Gamay


Australian Gamay wine regional and flavour profile

 

RED | LIGHT BODY

Gamay taste and aromas

Flavours of crushed strawberries and raspberries, black cherries, as well as deep floral notes of lilac and violets. Other flavours associated with Gamay from France include cherries, banana, coconut, vanilla, rose and violet, and sometimes tar and toast.

Gamay mouthfeel

Light body, soft tannins

Cellaring potential of Gamay

Gamay-based wines are typically light bodied and fruity when young, however if too young, it can be somewhat sour. Gamay wines with more body are able to be aged and can have the flavour of sour cherries, black pepper, and dried berry, as well as fresh-cut stone and chalk.

Facts about Gamay

  • Although the Gamay grape itself has lots of tannins, Gamay wines are actually characterized by fairly low tannins. This is due to a step in the fermentation process, where grapes are left in a big vat underneath a protective blanket of CO2 to prevent them spoiling, and their own weight slowly squeezes out the juices. This gives the wines softer tannins, fruitier flavours and the characteristic pear drop and bubble gum flavours.
  • Gamay is a very old grape, with indications that it has been in existence since as long ago as the 1400s.
  • Gamay is the grape responsible for producing red Beaujolais, some of the most flavourful and fruity red wines in France.
  • In France, 70 million litres of Gamay is produced each year in Beaujolais, and more than half of this is sold as Beaujolais Nouveau, which is a fruity, easy drinking wine released with a big celebration on the third Thursday after the grapes have been harvested. This is known as “Beaujolais day” and is well worth hanging around Burgundy to witness (and sample).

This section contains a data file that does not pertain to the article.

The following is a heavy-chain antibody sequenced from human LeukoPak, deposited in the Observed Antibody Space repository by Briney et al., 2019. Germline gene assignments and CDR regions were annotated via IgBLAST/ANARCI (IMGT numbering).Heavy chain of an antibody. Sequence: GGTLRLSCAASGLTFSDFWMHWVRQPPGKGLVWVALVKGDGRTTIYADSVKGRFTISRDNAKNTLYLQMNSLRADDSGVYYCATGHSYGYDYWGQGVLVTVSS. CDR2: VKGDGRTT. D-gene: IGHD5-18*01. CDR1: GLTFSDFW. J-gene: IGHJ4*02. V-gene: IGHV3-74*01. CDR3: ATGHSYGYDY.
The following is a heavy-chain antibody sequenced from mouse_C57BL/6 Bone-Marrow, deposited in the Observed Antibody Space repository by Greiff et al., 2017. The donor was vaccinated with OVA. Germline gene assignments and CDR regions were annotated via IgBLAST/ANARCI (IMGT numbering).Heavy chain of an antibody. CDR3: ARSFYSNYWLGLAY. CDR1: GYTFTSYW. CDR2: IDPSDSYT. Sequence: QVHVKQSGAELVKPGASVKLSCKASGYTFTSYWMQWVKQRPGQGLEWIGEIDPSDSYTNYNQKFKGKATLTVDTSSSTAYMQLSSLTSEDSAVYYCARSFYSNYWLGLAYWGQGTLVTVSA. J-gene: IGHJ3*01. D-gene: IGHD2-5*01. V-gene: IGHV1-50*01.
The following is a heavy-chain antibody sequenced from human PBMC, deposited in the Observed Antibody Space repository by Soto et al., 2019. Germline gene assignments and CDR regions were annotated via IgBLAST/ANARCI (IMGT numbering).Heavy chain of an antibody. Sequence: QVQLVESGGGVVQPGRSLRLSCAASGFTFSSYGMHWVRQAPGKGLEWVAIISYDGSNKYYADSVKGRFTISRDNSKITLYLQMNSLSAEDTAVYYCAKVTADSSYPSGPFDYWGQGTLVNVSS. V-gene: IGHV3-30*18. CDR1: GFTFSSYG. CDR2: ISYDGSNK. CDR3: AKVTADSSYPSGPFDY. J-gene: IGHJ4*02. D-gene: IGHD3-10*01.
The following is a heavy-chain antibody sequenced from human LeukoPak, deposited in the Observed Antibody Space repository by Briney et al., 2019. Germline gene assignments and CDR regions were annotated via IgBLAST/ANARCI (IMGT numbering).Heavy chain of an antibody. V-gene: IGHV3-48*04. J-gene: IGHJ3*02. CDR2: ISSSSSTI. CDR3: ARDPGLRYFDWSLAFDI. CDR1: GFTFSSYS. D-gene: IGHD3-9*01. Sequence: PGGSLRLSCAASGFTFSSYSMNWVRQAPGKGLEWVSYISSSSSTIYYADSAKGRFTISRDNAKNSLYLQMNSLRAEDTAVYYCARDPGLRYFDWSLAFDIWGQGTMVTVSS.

• Historically, this grape was grown more widely in France, and was particularly popular in the Burgundy region. At the end of the 14th century, the ruler of Burgundy, Philip the Bold, passed a decree that it no longer be grown in Burgundy, and all the existing Gamay vines were uprooted. He was worried that the grape was beginning to compete with his chosen grape, Pinot Noir, and determined that this not be allowed to happen.

Australian regions that produce Gamay

Gamay is an early ripening grape that grows well in cool climates, however is fairly versatile, given its plantings in Australia span across a broad range of climates. Gamay can be found in the cool climates of Tasmania, the Mornington Peninsula, Yarra Valley, to the warm/hot climates of Hunter Valley and Granite Belt in Queensland.

Internationally, Gamay has a significant presence in the Beaujolais region of France, where it is known as Beaujolais Noir. Historically it has also been a major grape grown in Burgundy, until the 14th century when many of the Gamay vines were uprooted.

Other regions include France’s Loire Valley, where it is often blended with other red varieties such as Cabernet Franc, and the variety is also grown in New World regions such as Canada in the Niagara winegrowing region of Canada and in Oregon’s Willamette Valley.

What food to pair with Gamay

As with many light red wines, Gamay pairs well with foods such as chicken, turkey or veal. Gamay’s low tannins and high acids makes it an ideal red wine partner with fish such as grilled salmon, and can be an excellent contrast to foods that are oily, fatty, or high in salt, such as roast pork or chicken, braised beef or chicken stew.

 

Leave a comment

Your email address will not be published. Required fields are marked *